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Pop culture obsessives writing for the pop culture obsessed.

On Ghosteen, Nick Cave invites us into his bright abyss

Illustration for article titled On Ghosteen, Nick Cave invites us into his bright abyss
Photo: Matthew Thorne

Just around the time Nick Cave began to abandon the narrative, the narrative came for him. As he wrote 2013’s Push The Sky Away and 2016’s Skeleton Tree, the man who had previously spun memorable and deranged fables out of Elvis’ birth, Greek mythology, the darkest notes of the blues, and the perils of not having sex found himself no longer interested in telling stories. And then, the tragedy: Cave’s 15-year-old son, Arthur, died when he fell from a cliff in Brighton.


The story of Arthur’s death dominated the release of Skeleton Tree. The album was almost entirely written and partially recorded before the fall, but its drifting paranoia and swirling confusion make it feel like a document of the earliest, most chaotic days of mourning. In the years that followed, Cave found himself unable to compose. “Great trauma can rob us of this, the ability to be awed by things,” he wrote to a fan earlier this year, adding that his lyrical approach had since “shifted fundamentally”: “I found with some practice the imagination could propel itself beyond the personal into a state of wonder.”

The double album Ghosteen, then, is Nick Cave’s first transmission from a brand-new country. This is true in the literal sense—he and his wife, Susie, left Brighton for Los Angeles, where much of the album was recorded—and in what we might call the spiritual sense. Profound loss, as anyone who has suffered it knows, can fully upend a person’s understanding of themselves and the world. The horizons of possibility become radically altered; the sun, it turns out, doesn’t require nearly as much space to set.

What Cave sends us from this new place is remarkable. Ghosteen is both his most solitary recording since 2001’s No More Shall We Part and impossible to imagine without the contributions of The Bad Seeds. Long one of rock’s most versatile and visceral bands, here they’re tasked with wrapping swirls of atmospheric sound—braids of synth, vibraphones that echo from a mile away—around Cave’s elegant piano playing. He sounds simultaneously alone at the edge of the world and surrounded by benevolent spirits, a fittingly biblical cloud of witnesses who haven’t seen the power of God so much as they’ve moved through the fallout of their own atomic blasts; theirs is a communion of radiation.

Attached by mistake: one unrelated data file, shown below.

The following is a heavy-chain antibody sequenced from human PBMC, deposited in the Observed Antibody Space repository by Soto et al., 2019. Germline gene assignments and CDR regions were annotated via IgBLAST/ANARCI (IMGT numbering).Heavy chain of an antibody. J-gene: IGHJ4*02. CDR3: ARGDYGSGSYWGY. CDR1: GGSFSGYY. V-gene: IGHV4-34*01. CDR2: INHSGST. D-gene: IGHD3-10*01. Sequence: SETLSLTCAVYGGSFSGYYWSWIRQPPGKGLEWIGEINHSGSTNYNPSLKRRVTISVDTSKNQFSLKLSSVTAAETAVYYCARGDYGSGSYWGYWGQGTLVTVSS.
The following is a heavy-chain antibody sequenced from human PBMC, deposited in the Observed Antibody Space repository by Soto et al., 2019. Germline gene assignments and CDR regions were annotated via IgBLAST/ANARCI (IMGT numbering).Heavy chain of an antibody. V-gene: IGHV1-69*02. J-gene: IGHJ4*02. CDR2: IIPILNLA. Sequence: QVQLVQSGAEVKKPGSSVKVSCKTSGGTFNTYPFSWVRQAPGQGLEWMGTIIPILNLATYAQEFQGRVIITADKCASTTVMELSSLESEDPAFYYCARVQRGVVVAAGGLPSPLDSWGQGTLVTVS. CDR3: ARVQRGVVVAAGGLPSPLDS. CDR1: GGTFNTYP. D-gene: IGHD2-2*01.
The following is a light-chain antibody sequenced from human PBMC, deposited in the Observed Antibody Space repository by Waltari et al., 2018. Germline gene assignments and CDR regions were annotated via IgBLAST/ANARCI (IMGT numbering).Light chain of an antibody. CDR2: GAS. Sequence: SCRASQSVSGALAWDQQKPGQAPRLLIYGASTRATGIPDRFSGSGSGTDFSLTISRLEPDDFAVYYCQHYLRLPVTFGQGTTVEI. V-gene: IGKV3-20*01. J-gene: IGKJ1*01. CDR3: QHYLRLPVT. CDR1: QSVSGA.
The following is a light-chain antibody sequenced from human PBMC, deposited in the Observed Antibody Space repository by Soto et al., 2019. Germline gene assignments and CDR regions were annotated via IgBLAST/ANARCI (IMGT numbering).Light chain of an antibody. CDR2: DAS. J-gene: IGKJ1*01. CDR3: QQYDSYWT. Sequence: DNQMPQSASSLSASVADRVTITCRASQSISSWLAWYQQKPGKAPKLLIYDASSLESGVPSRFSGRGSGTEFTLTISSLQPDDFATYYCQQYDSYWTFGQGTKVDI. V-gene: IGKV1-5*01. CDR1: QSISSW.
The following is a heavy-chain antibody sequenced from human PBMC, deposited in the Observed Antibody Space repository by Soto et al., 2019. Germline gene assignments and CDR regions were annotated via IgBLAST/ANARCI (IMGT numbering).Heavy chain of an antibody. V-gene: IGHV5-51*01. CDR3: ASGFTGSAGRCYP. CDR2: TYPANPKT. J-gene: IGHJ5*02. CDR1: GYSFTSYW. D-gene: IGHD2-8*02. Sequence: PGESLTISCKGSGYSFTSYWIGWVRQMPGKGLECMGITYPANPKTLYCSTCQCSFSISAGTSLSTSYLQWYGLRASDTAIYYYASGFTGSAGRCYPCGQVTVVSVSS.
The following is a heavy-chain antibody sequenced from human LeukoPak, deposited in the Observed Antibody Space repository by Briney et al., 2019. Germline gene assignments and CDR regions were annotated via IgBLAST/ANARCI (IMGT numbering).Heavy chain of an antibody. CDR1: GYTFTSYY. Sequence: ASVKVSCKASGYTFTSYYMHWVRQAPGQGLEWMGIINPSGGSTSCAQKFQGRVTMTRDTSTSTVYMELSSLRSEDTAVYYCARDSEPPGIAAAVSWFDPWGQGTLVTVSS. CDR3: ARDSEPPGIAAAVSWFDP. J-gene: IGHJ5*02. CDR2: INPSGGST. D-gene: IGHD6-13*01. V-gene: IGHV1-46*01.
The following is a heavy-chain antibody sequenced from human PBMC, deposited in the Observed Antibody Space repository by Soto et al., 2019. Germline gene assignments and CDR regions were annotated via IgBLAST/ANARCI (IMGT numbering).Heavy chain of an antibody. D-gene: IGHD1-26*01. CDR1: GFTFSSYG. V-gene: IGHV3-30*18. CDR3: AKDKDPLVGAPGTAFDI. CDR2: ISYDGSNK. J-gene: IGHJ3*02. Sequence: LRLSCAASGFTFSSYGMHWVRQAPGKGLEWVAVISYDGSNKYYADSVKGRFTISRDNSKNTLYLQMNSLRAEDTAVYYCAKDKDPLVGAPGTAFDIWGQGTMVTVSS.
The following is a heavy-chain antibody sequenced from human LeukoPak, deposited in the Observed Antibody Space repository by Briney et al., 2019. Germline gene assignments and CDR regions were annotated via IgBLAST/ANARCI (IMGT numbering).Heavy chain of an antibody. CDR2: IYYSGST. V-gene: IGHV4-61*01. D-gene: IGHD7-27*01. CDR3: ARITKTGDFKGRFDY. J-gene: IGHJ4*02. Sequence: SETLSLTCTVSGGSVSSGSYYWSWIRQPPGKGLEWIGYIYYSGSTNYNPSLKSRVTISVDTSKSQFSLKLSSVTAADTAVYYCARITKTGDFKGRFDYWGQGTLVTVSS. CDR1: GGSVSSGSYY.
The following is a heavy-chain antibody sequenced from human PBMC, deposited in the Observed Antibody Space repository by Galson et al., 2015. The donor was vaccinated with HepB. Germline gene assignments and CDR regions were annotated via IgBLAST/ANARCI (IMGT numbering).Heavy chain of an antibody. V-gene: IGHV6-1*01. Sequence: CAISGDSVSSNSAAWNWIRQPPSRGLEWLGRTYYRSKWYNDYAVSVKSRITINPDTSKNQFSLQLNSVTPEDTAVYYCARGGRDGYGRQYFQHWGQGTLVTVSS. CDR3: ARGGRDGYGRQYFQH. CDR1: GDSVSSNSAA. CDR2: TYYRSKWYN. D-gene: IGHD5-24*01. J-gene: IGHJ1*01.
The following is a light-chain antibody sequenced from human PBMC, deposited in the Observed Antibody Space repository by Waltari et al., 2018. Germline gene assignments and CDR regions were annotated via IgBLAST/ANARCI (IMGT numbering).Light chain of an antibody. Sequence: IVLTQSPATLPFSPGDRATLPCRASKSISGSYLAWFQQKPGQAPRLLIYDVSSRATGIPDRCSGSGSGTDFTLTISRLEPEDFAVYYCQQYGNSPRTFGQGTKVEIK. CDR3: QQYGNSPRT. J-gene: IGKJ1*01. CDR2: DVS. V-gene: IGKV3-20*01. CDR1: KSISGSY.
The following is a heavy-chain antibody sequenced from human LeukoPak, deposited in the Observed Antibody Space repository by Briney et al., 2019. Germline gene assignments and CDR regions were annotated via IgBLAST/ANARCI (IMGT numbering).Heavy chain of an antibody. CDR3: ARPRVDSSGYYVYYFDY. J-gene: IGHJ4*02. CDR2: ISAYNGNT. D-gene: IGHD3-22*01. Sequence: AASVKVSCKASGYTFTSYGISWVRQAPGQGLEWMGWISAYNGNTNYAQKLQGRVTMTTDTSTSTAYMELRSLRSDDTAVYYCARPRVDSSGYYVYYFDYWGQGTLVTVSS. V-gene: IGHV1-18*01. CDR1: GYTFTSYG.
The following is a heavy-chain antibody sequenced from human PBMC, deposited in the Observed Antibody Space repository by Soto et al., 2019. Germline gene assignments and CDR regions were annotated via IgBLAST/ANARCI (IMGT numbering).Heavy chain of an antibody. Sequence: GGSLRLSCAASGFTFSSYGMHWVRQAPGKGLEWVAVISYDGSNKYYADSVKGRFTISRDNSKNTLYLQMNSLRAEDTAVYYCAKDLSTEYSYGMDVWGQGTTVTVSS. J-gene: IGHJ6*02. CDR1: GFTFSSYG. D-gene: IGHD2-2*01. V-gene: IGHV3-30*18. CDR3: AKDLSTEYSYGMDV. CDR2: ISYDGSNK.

So it’s a bit of a surprise that Ghosteen is also Cave’s most accessible album since The Boatman’s Call, the 1997 turn to classic songwriting that cemented his reputation as one of rock’s most finely tuned lyricists. Though he’s billed it as third in a stylistic trilogy that began with Push The Sky Away, the writing is straightforward, and, on the page, occasionally borders on the banal. “Peace will come, a peace will come in time,” he sings on the opening “Spinning Song,” while a couple of tracks later on “Waiting For You,” he turns the title around in the chorus—from here, “you” are a lover, from this angle, “you” are God. Cave has always been able to crack into an overworn phrase, freeing its essence to roam around his songs, and Ghosteen’s simplest lyrics often have the most devastating impact. “I’m just waiting for now, for peace to come,” he sings in the final moments of closer “Hollywood.” He sounds exhausted, humbled, close to restored but still steeling himself for disappointment.

That’s not the whole story. The territory of mourning can be immeasurably vast, big enough to contain both love in full flush and its object’s path of departure. Across Ghosteen, but particularly on the first album, large-heartedness and devastation prove inseparable, and The Bad Seeds build starry galaxies that expand with every sigh. “Bright Horses” walks this space slowly, taking in a place where in one moment, “horses are just horses and their manes aren’t full of fire, the fields are just fields, and there ain’t no Lord,” and in the next, the apparent sadness of the world is overcome by the persistent buoyancy of belief, regardless of its literal truth: “I can hear the horses prancing in the pastures of the Lord,” Cave sings as the light shifts and overtakes him. It’s notable that he doesn’t see the horses. It’s also notable that it doesn’t seem to matter.

In the brief lead-up to Ghosteen’s release, Cave wrote that “The songs on the first album are the children. The songs on the second album are their parents.” The first set’s songs are shorter, brighter, almost liturgical; they move as though they have a goal in mind, even if they aren’t sure what that goal is. The songs in the second set feel open-ended and more ambiguous, less sure of the future, but undoubtedly wise even as they reel between sorrow and joy. It’s tempting to think of them as songs of relative innocence and experience, with the gravitas of the latter presumably outweighing the former; “sometimes, a little faith can go a long way,” Cave sings early on. If these songs are the children, that means they carry a child’s gifts: sweetness and an eagerness to connect, but also naïveté. It is naïve, after all, to think there might be any good left in the story after you’ve encountered the worst of the Lord. But if they’re the children, Cave must think the future belongs to them.